A guide to looking at art

I sometimes hear people say they don’t know how to look at art. This is particularly the case with contemporary (and sometimes modern) art. It’s almost like there’s a reluctance to engage with art because there’s a fear of not knowing how to do it ‘right’. Or sometimes people think they just won’t ‘get it’. What’s the point, they ask? It’s all too obscure, eccentric, or downright weird.

You might be surprised to know there is no magic formula to this.

There’s no secret way of looking at art that everyone else knows how to do except you.

That’s because we all bring something different to the looking. And then to the understanding. What one person takes away as interesting and meaningful might be boring or irrelevant for someone else.

One person’s seeing might be strongly informed by a lifetime of living in a particular culture, or be influenced by the kind of art they saw (or didn’t see) as a child. A way of looking at something might be different for a man or a woman because of the different ways we’re socialised. If you’re an indigenous Australian you might bring something different to seeing, something that a non-indigenous Australian might not think about much or could even find a little baffling.

Caveat: If you’re an art expert or connoisseur this post is most probably not for you. However, if you feel like a bit of a beginner in how to go about understanding art then hopefully the information here will provide one way for you to get started.

One guide to looking at art, is a strategy called See, Think, Wonder, developed by Harvard Project Zero as part of their Visible Thinking strategy. They developed this idea to help students look at art and museum objects. But I think it’s a simple idea that works well for anyone.

See | Think | Wonder

Look at the artwork or object for a moment.

What do you see?

Think quite literally. Is it a painting? A sculpture? A photograph? An installation? A digital work? Something else?

Is it large, small or somewhere in between? How does it occupy the space it’s in?

Look at the work and focus on the subject matter. What do you see? It doesn’t matter that you might not understand the work at this stage. Focus on what’s right in front of you. Keep it fairly descriptive at this point.

If there’s a label for the work, read it. Notice who the artist or artists are. Take note of when it was made and any information provided about the materials it was made from.

What do you think about that?

Does the work make you respond in any way? Take note of that. Does it make you laugh? Repulse you? Intrigue? Irritate? Or another type of response? Think about that a little more.

What does the work bring to mind? Does it make you think about something else for some reason? A person, place, or some other kind of art work you know or have seen?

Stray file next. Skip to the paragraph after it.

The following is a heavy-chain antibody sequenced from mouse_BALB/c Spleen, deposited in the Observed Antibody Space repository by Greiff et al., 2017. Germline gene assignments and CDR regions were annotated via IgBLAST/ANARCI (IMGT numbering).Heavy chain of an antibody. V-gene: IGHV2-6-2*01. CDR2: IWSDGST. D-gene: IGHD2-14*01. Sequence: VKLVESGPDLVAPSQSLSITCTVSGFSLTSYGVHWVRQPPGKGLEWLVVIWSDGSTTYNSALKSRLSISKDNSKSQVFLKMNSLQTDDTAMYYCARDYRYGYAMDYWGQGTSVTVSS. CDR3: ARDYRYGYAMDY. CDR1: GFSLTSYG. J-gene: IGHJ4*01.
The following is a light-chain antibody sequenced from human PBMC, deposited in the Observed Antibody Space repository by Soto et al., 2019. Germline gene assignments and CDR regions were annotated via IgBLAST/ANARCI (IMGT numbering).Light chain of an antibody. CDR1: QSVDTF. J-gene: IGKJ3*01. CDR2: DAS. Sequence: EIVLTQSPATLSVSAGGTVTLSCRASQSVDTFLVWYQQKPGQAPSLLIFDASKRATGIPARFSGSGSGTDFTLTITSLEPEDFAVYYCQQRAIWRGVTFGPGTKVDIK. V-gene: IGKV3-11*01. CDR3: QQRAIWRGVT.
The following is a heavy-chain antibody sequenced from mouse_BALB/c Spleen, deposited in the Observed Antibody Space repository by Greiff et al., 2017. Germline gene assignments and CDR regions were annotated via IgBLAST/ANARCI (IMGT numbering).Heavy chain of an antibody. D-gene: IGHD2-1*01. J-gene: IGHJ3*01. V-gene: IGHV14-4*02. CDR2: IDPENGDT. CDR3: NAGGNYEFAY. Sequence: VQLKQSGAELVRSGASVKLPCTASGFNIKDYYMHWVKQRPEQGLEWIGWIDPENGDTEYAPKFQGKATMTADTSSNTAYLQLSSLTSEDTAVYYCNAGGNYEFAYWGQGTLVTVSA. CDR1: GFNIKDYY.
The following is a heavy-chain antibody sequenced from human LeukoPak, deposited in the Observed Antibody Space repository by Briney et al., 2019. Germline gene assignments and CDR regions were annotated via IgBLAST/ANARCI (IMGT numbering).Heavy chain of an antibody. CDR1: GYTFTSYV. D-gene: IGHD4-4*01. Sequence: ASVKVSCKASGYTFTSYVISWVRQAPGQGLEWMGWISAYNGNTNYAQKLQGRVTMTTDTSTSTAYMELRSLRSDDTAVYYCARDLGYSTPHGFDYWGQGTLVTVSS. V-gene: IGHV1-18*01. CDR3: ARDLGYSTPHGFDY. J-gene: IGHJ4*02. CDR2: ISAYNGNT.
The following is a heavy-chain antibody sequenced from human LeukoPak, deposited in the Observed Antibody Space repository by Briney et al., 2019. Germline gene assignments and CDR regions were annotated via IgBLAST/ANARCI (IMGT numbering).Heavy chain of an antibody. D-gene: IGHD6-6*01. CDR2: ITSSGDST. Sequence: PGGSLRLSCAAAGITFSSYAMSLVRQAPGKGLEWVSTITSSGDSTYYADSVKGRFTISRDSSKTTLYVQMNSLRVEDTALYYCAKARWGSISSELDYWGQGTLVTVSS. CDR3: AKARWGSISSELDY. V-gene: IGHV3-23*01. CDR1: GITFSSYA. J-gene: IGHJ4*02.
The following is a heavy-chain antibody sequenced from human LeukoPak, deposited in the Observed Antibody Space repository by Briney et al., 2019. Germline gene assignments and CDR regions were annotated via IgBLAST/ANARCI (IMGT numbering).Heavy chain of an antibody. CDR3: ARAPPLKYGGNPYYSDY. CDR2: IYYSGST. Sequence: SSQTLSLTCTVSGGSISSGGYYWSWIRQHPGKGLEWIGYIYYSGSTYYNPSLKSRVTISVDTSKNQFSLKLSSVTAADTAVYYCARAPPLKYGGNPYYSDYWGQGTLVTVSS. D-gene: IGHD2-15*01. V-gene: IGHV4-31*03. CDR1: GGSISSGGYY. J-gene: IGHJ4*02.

Does it make you curious? If so, why? What do you think is going on? What do you think the artist is trying to say?

What do you think about the work?

What does it make you wonder?

Does the art work create a sense of wonder for you? Do you feel a sense of awe or amazement? Why do you think this might be? Does it make you want to know more about the artists and where they come from? Does it make you interested to know about their other work?

Are you curious to know more about this work? Do you wonder about how it was made and why? Do you wonder where it has been exhibited before and why the place you’re standing in is showing it now?

What is wondrous about the work to you?

Note: Sometimes people confuse the meaning of think and wonder. Keep it clear in your mind – to wonder is to view something with amazement or awe. It might encourage you to marvel. While to think is to consider or ponder something like an idea or a physical object. In doing so you might turn it over in your mind.


People Holding Flowers, 2007. Ji Wenyu and Zhu Weibing (image via ShanghART Gallery)

Try the See, Think, Wonder approach with the work of art pictured above – People Holding Flowers, by Chinese artists, Ji Wenyu and Zhu Weibing.

What do you see?

What do you think about that?

What does it make you wonder?

Use the prompts from each of the sections to guide you through the looking. When you’re done, pause for a moment. Then consider, do you feel like you’ve made any headway into knowing more about the work? Have you gained any insight about the subject matter, the artist’s intent, or the context they were working from? Hopefully yes. If like me, you want to know more then consider reading about People Holding Flowers. Or perhaps watch this interview with the artists.

Try this strategy again next time you’re standing in front of art. See what happens.